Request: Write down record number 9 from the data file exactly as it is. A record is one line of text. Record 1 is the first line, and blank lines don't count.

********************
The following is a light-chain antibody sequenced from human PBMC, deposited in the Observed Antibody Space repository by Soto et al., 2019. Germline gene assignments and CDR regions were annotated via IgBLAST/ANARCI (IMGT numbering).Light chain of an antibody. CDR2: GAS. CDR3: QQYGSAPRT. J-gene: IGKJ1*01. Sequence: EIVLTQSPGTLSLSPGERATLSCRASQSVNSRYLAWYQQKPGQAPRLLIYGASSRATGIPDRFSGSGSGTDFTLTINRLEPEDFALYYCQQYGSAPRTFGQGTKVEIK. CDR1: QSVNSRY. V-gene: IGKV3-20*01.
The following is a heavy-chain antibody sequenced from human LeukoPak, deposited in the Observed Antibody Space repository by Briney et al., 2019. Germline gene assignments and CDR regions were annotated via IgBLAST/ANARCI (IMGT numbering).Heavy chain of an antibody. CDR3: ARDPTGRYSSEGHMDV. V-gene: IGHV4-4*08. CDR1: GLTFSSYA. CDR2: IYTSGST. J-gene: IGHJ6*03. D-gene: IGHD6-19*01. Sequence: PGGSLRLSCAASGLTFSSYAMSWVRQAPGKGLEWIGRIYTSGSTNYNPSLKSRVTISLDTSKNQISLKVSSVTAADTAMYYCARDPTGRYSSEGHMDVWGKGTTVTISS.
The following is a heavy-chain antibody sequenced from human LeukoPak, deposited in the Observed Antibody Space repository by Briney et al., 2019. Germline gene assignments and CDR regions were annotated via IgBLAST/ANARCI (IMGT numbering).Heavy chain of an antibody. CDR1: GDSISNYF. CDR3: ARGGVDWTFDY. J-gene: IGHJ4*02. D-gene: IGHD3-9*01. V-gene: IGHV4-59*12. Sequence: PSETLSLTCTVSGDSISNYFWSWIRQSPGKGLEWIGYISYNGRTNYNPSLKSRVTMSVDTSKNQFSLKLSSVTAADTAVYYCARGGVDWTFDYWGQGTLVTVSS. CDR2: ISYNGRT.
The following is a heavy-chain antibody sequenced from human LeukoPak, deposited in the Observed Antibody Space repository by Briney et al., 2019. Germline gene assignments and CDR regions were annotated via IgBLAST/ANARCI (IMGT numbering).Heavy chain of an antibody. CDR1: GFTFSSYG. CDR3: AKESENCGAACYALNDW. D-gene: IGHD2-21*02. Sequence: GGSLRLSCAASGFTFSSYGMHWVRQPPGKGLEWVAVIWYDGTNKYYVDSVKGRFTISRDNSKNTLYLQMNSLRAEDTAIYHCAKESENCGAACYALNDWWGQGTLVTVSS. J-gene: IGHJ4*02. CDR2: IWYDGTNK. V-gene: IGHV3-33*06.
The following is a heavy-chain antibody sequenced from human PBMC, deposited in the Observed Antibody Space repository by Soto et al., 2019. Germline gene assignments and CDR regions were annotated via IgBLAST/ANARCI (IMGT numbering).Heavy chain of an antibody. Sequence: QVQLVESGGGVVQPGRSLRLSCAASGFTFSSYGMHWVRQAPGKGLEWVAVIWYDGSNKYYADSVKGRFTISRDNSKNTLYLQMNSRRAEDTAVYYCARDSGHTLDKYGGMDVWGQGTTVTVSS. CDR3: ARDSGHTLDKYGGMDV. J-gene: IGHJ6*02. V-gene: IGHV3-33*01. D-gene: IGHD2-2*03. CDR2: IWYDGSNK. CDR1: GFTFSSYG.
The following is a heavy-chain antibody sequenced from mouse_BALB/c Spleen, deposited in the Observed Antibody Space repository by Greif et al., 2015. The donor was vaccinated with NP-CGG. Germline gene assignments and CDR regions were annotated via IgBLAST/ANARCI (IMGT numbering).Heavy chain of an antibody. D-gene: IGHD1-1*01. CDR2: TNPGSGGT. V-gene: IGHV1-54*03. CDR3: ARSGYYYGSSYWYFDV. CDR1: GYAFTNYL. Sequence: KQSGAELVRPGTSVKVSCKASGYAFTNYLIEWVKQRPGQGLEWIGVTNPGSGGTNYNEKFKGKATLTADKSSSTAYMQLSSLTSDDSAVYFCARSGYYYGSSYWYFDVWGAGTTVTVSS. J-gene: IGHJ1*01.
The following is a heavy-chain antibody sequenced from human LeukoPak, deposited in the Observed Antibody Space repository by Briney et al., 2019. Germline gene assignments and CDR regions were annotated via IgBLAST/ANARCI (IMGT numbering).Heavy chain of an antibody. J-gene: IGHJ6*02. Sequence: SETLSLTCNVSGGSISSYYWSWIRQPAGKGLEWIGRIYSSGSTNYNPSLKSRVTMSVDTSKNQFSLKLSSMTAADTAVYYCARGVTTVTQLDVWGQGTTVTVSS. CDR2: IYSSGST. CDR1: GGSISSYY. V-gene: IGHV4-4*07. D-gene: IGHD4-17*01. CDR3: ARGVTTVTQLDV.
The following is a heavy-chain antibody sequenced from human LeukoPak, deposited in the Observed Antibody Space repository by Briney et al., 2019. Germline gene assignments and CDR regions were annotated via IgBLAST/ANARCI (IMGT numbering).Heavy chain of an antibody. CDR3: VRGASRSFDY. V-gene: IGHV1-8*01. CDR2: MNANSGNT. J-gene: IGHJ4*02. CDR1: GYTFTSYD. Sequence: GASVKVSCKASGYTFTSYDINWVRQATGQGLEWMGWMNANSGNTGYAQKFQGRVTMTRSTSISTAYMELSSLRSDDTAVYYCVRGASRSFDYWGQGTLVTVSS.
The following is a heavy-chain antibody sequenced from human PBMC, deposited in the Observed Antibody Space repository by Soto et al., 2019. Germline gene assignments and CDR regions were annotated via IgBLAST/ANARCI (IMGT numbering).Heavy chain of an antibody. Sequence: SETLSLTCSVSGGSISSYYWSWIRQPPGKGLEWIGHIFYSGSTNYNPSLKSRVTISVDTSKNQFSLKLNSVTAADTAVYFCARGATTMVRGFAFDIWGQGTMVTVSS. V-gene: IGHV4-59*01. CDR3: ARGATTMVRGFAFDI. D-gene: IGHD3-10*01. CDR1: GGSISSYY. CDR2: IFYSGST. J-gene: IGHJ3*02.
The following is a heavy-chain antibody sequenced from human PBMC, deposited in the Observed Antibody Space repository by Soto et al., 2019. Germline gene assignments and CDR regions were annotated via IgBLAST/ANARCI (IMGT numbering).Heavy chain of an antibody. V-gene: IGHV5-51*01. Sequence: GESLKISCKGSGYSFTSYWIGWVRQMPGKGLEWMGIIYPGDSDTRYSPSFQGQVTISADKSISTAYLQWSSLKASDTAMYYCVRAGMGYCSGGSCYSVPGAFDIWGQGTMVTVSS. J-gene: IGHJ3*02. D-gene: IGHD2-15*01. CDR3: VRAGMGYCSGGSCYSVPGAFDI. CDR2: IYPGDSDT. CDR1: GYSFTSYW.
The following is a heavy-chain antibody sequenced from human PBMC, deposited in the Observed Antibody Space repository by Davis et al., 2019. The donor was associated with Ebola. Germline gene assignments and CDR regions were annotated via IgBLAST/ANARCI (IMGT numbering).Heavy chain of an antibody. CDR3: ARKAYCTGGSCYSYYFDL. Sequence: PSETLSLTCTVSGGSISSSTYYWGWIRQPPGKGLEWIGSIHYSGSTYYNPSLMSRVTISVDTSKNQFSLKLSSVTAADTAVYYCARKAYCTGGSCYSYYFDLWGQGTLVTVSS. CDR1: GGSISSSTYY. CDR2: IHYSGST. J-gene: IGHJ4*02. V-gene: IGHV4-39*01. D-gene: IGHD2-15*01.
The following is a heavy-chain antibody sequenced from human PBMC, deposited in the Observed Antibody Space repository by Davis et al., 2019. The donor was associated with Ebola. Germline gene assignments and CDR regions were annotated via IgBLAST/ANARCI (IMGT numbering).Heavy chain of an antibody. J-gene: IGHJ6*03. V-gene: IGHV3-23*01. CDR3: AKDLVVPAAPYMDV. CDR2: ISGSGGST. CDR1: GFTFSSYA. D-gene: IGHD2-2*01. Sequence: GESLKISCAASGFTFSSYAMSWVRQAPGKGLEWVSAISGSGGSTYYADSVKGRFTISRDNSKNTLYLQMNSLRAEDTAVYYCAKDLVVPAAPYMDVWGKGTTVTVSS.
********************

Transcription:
The following is a heavy-chain antibody sequenced from human PBMC, deposited in the Observed Antibody Space repository by Soto et al., 2019. Germline gene assignments and CDR regions were annotated via IgBLAST/ANARCI (IMGT numbering).Heavy chain of an antibody. Sequence: SETLSLTCSVSGGSISSYYWSWIRQPPGKGLEWIGHIFYSGSTNYNPSLKSRVTISVDTSKNQFSLKLNSVTAADTAVYFCARGATTMVRGFAFDIWGQGTMVTVSS. V-gene: IGHV4-59*01. CDR3: ARGATTMVRGFAFDI. D-gene: IGHD3-10*01. CDR1: GGSISSYY. CDR2: IFYSGST. J-gene: IGHJ3*02.